Don’t Worry, Austin is Still Weird: Part I
I landed late morning at Austin Bergstrom International Airport where I was picked up by my long-time friend and native Austinite Rob Bowman. Being an architect and structural engineer, Rob immediately “got it” when I said I’d love to see areas of the city beyond downtown that had interesting buildings and facades. We compared notes and, after his strong suggestion, agreed that East Austin would be a perfect place to start. We stopped briefly in Austin’s more famous South Congress commercial area, fed ourselves with some Texas beef and headed on our way to the other side of town.
East Austin, which starts immediately east of Interstate 35 just past downtown, stands in stark contrast to the bar-centric and tourist-oriented 6th St where first-time visitors are often directed to go. It’s filled with bungalows and single-story businesses that range from old-time holdouts to gentrification-accelerating hipster cafes (that I admittedly fall for myself). Though some residents lament that the area is changing too quickly and I’m in no position to disagree, my fresh eyes saw nothing but a welcoming and true-to-itself neighborhood that must be walked to be felt.
I fell in love with East Austin almost immediately, I think more because of what it isn’t than what it is. If anything, it’s the sort of neighborhood that can’t be subject to blanket statements. It’s not universally well-manicured; you’ll find the occasional piece of trash on the sidewalk, some of the buildings are boarded up and vacant lots with grass reaching out from cracks in the asphalt remain scattered throughout the area. In other areas homes will be picture-perfect. It’s a healthy mix. You’ll find rusty trucks and worn-down signs standing proud next to minimalist eco-friendly container homes and millennial-targeting co-working spaces filled with startups. This story arc is in no way unique to East Austin and can be found across many of America’s cities, from Bushwick in Brooklyn to RiNo in Denver and refurbished warehouses in Downtown LA. What’s different about East Austin, however, is that it doesn’t seem to reject its past.
Austin has long been known as a liberal and hippie-friendly enclave surrounded by the more conservative parts of the state. This led me (and doubtless many others) to assume that Austin would feel like its own sovereign entity in the way that the Panama Canal Zone was once a US controlled territory surrounded by thick Panamanian jungle. I arrived to find that this dualistic take is far from accurate:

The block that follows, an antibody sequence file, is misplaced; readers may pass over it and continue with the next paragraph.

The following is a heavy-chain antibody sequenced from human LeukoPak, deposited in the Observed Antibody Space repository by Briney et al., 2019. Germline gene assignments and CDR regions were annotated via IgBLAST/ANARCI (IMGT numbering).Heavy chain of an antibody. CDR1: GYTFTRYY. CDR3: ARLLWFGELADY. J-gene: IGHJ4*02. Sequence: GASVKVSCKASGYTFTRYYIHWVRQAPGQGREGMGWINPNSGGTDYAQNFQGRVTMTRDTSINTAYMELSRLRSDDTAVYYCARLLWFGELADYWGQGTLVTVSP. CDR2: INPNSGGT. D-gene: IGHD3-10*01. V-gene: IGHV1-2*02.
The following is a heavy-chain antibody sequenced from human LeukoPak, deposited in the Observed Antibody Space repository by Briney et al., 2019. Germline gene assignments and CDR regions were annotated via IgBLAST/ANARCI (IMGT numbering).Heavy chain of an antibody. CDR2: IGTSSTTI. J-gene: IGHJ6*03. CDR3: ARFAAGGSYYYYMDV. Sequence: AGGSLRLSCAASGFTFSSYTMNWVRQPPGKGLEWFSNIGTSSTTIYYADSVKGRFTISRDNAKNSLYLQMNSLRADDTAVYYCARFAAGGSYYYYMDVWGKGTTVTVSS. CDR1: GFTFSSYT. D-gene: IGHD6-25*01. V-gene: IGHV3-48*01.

is still in Texas.
The Texan way of life and all that comes with it are not forgotten nor rejected here as I wrongly presumed might be the case. No no, far from it. And in East Austin in particular I really felt this. Yes, you have hipsters like myself (I actually identify as a post-hipster yuppie aspirant with a crusty-hippie-phased past and unshakeable Southern Californian accent that makes progress in life difficult) eating stuff that hipsters eat (fun fact: if you take a $2 avocado, smash it, and then spread it on .50 cent toast, it instantly quadruples in value and becomes a unique millennial delicacy known as “avocado toast”). You will find cafes that smell more like patchouli than mesquite. Yet from what I gathered, the same people who want free wi-fi want slow-cooked barbecue. The same people you find listening to lo-fi cafe jazz in the morning will be at The Continental Club that night listening to local country.
It felt to me that Austin was yelling from its rolling hills the lyrics of an old Waylon Jennings song:
“You’ll never take the Texas out of me”
Here, in East Austin, it seems that Waylon is right. Crawfish boils and Tex-Mex hole-in-the-walls abound. Dive bars and musty venues from its historic past carry on unabated. The Victory Grill, a legendary cafe and venue that played a significant in the rise of blues when Austin was segregated still remains and proudly hosts local music (B.B. King, Bobby Bland and other blues gods played here when it was part of the famed Chitlin’ circuit). And in nearly every bar and restaurant, you’ll find not just beers, but the local delicacy: Topo Chico. A carbonated water from Monterrey, Mexico, the stuff is held in the same esteem as alcohol here and I made sure not to question it (I tried one and loved it).
I tend to resent city comparisons, but at the expense of being a raging hypocrite I’m going to entertain one of them from recent memory. Several months ago I wrote an article about Santa Ana, California, arguing that its loving embrace of street art and Chicano culture in public murals has allowed it to showcase its storied history while providing voice and venue for the expression of its younger residents. East Austin embodies that same ethos but with a Texan spin, perhaps not all surprising given that both towns were at one point part of Spain and later Mexico. The comparisons aren’t perfect, however. Unlike many other areas experiencing rapid growth, people were, dare I say it, actually nice to each other. Coming from New York and LA, the Texan way of neighborly kindness and a polite wave was more than refreshing.
And though comparable in some of the respects above,
the spirit of the Lone Star State remained.
Like all of Texas,
East Austin has to be seen to be known.
Map East Austin and more of the city in StreetCred’s MapAustin competition and you could win nearly $8,000 worth of Bitcoin!